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Magnolia Grandiflora: Ancient Flower, Fresh Flavor


Magnolia Grandiflora: Ancient Flower, Fresh Flavor

July 22, 2022

During the steamiest days of summer, when most other trees are resolutely green and flower-free, Magnolia grandiflora opens her luminous petals. They are heavily scented. Displayed against a backdrop of moodily dark leaves, their effect is captivating. Southern bay’s glossy, evergreen leaves, voluptuous flowers, and vividly ornamental seedpods are reasons enough to grow this tree. But there is more: M. grandiflora has been used extensively as an Indigenous medicine, and its leaves and pungent petals are edible. I use them as a herb and spice. And as an edible plate.

Intrigued? You have reason to be.

Photography by Marie Viljoen

Above: Magnolia grandiflora blooming in Brooklyn, New York.

Magnolia grandiflora is native to the Southeastern and Gulf Coast states of the United States. Its natural range suggests that it can only thrive in regions with mild winters (and it does, of course).

Above: M. grandiflora leaves captured by an ice storm.

Fortunately, hardier cultivars  have been developed that ensure that this glorious tree can be grown from USDA zones 6 – 9, in full sun, with plenty of moisture.

Southern bay went international in the 18th century, entering the nursery trade in Britain in the early 1700s. The cover of Andrea Wulf’s book The Brother GardenersBotany, Empire, and the Birth of an Obsession (the narrative of how North American plants traveled to Europe) is illustrated with an engraving of M. grandiflora, a specimen of which was sent to the artist, Mark Catesby,  in 1736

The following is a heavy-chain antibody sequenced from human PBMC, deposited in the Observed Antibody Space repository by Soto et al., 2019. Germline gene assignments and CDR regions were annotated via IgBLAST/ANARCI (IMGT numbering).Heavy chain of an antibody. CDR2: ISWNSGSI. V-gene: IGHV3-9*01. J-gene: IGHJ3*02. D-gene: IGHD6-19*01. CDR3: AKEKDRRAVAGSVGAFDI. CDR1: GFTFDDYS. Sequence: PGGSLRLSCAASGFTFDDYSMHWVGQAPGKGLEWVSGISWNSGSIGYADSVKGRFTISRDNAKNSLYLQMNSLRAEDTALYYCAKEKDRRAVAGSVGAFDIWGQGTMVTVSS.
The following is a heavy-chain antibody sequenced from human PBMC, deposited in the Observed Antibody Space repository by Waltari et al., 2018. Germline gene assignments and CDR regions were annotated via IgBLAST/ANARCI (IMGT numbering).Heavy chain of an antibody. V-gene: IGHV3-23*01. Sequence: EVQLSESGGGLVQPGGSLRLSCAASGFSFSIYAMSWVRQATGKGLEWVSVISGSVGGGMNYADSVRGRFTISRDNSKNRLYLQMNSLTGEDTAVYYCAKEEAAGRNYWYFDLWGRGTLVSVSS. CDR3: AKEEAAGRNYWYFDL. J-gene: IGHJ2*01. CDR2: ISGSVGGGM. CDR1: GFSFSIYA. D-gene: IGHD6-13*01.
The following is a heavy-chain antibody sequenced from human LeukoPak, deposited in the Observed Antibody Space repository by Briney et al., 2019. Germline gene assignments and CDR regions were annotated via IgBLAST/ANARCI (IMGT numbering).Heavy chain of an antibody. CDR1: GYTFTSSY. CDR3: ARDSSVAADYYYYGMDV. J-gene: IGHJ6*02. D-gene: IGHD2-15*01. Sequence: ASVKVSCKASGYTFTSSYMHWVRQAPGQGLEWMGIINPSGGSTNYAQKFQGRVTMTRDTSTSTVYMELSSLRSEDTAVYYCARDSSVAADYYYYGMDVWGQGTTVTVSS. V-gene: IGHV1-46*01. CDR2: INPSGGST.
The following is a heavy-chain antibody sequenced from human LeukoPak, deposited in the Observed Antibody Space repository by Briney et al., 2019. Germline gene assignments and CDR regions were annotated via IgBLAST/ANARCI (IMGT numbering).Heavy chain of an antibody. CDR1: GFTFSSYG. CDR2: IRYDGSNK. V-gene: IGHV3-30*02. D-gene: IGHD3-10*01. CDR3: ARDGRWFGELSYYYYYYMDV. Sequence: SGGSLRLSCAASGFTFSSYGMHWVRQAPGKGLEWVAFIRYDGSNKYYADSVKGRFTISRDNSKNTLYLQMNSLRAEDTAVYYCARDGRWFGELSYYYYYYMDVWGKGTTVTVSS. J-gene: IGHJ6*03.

Above: Magnolia grandiflora ‘Edith Bogue’ – hardy to USDA zone 6.

Where I live, in Brooklyn, NY, the first flowers appear in June, around the time that tulip poplars (Liriodendron tulipfera, a relative of magnolia) drop their last green-and-orange, cupped blossoms. Spring is still in the air. Months later, in tropical August, the dinner-plate sized magnolia blooms are still opening.

Above: Each white flower is open for about three days.

The ancient Magnolia genus evolved before bees existed, and the flowers are designed to be pollinated by beetles. When it is fully open, the huge flower drops all its pink-tipped anthers at once.

Above: The white petals turn intriguingly sepia, then brown, as the flower ages.
Above: Magnolia’s fruit is a cone-shaped aggregate of follicles.

When the petals drop, the flower’s energy turns towards the central, cone-like structure where the seeds begin to ripen.

Above: The seeds ripening.

The ripe, scarlet seeds studding the velvety follicetum (an aggregate fruit, botanically) are strikingly beautiful and intensely ornamental.

Above: Seeds remain attached to the cone by a silken thread.

The bright seeds keep their color indefinitely indoors. On the tree they also provide food for critters like possums and raccoons.

Above: Southern bay in July.